Has the Pandemic Changed Shopping Behaviour for Good?

The UK is returning to a resemblance of ‘normal life’, signalled by the widespread relaxation of social distancing rules. As our economy re-opens and shops throw open their doors, we felt it an excellent time to think about consumer shopping behaviour.

An event as impactful as a pandemic will no doubt have a lasting impact on the way we go about our daily lives. For businesses, this means adapting the way they promote and sell their goods & services to align with new-found consumer shopping habits.

Here are the trends you should be aware of and whether they will have a lasting impact beyond the pandemic.

Consumers are shopping online more

This shouldn’t come as a surprise to anyone – 2 in 5 UK shoppers say they will make more online purchases after lockdown ends.

All but the most essential offline businesses have been shut-down in the UK for over three months. Wide-scale adoption of ‘work-from-home’ practices means many consumers are saving money through a lack of travel and dining out costs.

People have typically had more free time during lockdown, due to a lack of commuting or furloughment. Shopping has long been a popular pastime, and we’ve seen a massive shift towards shopping online in recent months.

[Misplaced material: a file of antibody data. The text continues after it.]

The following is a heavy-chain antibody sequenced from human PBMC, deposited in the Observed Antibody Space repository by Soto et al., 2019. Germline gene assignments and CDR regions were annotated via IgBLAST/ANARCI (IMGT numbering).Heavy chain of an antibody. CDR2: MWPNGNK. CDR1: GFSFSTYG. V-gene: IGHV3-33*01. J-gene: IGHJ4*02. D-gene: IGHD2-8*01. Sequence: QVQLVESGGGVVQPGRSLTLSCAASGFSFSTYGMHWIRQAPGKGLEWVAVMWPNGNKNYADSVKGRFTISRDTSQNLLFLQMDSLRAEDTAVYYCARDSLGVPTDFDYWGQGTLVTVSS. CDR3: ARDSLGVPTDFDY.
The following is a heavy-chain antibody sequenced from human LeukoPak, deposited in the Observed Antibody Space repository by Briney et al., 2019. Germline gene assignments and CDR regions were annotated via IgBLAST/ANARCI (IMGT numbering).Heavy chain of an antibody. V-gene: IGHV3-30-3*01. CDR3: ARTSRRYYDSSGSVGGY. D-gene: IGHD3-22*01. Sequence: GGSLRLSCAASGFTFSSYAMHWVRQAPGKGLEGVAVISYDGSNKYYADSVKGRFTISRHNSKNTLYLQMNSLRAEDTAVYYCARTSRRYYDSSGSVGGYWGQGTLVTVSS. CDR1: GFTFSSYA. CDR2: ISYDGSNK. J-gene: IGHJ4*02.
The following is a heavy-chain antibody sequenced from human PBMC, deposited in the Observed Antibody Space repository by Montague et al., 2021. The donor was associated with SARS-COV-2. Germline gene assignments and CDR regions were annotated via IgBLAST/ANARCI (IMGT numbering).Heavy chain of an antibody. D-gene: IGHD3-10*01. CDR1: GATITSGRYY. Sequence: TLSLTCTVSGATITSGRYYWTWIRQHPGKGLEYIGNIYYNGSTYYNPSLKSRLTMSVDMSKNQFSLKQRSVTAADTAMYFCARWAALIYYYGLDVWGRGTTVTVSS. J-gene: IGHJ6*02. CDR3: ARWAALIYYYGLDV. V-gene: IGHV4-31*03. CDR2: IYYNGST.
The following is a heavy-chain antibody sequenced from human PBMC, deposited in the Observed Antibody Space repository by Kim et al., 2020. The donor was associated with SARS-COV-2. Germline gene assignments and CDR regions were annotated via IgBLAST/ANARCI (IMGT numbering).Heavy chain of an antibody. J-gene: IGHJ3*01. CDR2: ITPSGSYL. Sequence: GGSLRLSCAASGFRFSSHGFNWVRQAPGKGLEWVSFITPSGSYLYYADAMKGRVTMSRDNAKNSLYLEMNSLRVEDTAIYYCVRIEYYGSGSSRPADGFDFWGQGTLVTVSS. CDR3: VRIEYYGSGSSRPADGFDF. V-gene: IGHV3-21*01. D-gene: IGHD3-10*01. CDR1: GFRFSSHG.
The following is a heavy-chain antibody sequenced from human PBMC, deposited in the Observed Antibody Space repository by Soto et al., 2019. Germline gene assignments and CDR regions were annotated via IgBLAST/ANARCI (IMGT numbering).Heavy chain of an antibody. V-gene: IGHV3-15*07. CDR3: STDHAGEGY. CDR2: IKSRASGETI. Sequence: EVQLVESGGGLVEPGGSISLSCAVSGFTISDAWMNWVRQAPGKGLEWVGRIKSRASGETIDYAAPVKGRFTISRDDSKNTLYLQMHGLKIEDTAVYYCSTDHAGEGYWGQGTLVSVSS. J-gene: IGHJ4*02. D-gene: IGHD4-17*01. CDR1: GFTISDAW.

Much of this growth is attributed to ‘low-frequency’ online users – those who rarely shopped online before the pandemic. Accenture are predicting a 160% increase in the number of purchases made by this group moving forward:

One clear e-commerce winner is fashion retailer Asos, whose active customer base has grown by 16%. A whole range of industries are seeing a boost to online sales, particularly the food & drink sectors. The pandemic has seen more money going towards essentials rather than ‘luxuries’, and this applies to e-commerce as well. You only have to look at online food retailer Ocado , who’ve seen their profits double as grocery delivery soars in popularity.

Will this continue beyond the pandemic?

Absolutely. Non-essential shops have re-opened their doors again, but despite an initial surge in numbers (we all saw the Primark queues), high street footfall was down 65% in June.

The government’s recent pivot in messaging from ‘Stay Indoors’ to ‘Enjoy Summer Safely’ is not yet having the desired effect. The fact is, many consumers are still wary of the virus and will continue to take social distancing measures seriously.

The shift towards online shopping has been progressing for years, but the pandemic has only further accelerated it. Widespread smartphone adoption, faster internet and even faster delivery times are all contributing factors.

E-commerce is here to stay – that’s why E1MA are also getting involved with our own projects.

The rise of the conscious consumer

This is another consumer behaviour trend that started before the pandemic but has been amplified in recent times. The global health emergency is seeing consumers focus on their wellbeing more than ever. Sales of home exercise equipment are through the roof, and smokers are quitting at the fastest rate in a decade.

Deloitte predicts people will read labels more carefully, scrutinise the ingredients of products and be more careful about what they put in their bodies.